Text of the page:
• Take pictures of all rooms and valuables and store them in a safe place.
• Most importantly, re-read and understand your insurance policy, especially all disclosures. It is essential to understand whether it will cover your needs in the event of a catastrophe.
“Underinsurance is a serious issue for the people who lost their homes in last year’s firestorms,” said Garamendi. “I have held four town hall meetings in the burn areas, and nearly 1,000 people attended. Many of them now know that the policies they bought fall far short of making their lives whole again.”
The HOBOR bills address the underinsurance issue, as well as problems involving the availability of insurance to those who file claims, a mediation program to resolve disputes, the disclosure of the cost of various levels of coverage, and an extension of the amount of time homeowners have to rebuild after their property is destroyed.
The Commissioner’s HOBOR legislation:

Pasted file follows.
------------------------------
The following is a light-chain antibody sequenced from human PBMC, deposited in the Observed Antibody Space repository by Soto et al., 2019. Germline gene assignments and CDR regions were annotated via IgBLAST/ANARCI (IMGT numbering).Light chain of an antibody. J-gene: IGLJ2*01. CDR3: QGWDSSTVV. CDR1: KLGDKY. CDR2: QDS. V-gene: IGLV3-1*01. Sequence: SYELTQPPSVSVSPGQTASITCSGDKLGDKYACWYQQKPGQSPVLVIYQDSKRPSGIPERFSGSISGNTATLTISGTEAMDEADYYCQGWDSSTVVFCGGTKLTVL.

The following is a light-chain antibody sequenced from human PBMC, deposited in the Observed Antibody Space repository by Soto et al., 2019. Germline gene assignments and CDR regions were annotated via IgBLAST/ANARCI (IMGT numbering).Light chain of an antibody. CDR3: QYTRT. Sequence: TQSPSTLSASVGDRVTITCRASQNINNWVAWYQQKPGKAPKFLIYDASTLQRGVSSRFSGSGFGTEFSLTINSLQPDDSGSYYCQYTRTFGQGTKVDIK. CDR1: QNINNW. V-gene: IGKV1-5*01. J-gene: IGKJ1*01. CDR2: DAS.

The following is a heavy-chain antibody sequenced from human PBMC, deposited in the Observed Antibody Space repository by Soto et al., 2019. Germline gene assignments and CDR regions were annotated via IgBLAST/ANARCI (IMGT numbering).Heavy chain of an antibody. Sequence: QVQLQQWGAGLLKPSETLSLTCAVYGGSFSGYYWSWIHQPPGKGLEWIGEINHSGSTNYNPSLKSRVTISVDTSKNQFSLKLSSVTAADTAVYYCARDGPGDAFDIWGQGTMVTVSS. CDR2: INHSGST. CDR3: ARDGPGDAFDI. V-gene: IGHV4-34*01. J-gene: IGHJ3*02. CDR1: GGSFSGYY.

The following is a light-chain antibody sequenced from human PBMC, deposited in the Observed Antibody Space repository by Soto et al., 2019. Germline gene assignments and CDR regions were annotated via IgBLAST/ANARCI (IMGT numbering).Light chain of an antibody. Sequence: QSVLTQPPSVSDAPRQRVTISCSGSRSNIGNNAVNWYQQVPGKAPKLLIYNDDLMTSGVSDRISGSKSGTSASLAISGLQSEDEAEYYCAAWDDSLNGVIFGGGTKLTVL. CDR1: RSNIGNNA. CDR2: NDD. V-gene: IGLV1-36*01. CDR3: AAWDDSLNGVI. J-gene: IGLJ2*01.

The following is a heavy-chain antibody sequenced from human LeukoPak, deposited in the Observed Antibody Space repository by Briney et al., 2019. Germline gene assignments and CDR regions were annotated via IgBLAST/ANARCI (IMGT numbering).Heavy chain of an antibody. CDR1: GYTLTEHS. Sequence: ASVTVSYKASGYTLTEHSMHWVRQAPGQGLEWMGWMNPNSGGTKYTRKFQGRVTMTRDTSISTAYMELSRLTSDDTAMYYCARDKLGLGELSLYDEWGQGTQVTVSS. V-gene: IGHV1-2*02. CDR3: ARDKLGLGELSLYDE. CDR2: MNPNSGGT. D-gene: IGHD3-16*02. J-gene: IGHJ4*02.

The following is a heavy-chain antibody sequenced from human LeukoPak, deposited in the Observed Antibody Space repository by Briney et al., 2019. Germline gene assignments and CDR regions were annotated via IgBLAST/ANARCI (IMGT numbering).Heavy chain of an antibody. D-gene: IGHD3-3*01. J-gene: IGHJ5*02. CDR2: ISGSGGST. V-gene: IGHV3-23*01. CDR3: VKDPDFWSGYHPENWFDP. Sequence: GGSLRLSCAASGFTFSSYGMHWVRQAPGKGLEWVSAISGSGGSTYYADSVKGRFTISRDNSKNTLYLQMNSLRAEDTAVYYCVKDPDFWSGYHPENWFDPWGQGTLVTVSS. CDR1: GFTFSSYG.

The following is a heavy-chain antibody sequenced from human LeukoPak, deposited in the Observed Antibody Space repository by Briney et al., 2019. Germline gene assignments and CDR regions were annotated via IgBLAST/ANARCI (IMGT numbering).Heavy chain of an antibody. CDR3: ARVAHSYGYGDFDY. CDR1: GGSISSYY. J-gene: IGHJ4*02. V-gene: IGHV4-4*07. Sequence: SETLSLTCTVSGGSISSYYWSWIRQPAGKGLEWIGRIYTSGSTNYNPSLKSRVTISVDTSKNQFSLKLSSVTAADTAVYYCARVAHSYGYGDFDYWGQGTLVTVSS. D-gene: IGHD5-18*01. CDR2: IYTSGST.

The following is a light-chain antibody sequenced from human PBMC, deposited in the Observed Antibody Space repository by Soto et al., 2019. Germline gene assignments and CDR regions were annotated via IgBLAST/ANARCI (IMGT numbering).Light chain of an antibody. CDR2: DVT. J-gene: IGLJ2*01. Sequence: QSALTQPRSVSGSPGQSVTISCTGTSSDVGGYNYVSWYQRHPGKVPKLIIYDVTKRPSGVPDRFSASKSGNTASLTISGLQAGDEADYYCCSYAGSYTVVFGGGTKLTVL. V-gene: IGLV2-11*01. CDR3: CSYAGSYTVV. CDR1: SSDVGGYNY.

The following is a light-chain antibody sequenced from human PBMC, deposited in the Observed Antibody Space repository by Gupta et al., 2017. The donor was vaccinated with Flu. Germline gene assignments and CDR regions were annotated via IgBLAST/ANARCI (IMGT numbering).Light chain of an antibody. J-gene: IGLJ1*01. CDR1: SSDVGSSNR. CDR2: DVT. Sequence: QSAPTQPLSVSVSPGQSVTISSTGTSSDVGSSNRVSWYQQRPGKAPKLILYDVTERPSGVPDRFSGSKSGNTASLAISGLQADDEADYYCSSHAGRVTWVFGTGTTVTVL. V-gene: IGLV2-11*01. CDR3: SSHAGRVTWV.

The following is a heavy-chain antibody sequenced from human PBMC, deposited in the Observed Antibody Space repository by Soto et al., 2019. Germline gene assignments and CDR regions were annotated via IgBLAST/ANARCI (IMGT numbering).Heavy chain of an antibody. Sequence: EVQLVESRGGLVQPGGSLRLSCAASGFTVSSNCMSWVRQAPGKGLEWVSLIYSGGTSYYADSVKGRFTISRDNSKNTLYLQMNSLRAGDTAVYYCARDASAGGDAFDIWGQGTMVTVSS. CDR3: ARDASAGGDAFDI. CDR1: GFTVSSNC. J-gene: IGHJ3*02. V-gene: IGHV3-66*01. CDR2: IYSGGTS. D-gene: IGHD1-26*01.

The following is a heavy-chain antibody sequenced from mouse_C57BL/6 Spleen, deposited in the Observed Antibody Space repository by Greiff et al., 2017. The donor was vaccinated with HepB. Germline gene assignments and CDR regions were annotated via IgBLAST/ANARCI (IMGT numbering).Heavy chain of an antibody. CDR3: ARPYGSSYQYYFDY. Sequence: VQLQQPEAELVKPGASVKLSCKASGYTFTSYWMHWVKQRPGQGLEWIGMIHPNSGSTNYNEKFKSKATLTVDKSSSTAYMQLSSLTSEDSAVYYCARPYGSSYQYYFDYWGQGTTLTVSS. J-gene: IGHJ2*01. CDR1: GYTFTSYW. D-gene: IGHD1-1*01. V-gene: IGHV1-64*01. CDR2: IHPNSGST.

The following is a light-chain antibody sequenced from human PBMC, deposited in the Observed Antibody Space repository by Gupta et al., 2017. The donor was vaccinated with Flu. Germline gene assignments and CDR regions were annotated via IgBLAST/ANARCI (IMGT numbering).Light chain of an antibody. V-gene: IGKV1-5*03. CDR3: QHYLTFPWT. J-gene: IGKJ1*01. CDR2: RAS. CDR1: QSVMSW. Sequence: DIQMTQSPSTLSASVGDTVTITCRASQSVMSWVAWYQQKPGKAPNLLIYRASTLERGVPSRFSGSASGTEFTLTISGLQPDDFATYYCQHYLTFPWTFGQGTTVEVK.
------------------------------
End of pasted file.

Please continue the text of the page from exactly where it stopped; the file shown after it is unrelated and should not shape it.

• Senate Bill 1855 (Alpert) – Requires insurance companies to disclose to homeowners the additional cost of coverage that is more extensive than the homeowner’s current coverage. It also requires insurers to include additional information about the insured property on the declaration page, such as the square footage of the insured structure, as well as a disclosure statement regarding the valuation of the structure (the dollar amount per square foot to rebuild). The disclosure will also inform the consumer to seek additional information if he or she does not believe the limit of liability is sufficient to rebuild the structure.
• Assembly Bill 2199 (Kehoe) – This bill establishes a minimum period for homeowners to repair, rebuild, or replace their home after a loss. It allows a 12-month period in non-catastrophic situations (with additional 6-month extensions if the policyholder can show good cause), and a 24-month period for declared “state of emergency” situations. The time commences with the payment of actual cash value. In the event of a total loss, allows homeowners the flexibility to rebuild or replace in a different location than where the original loss occurred.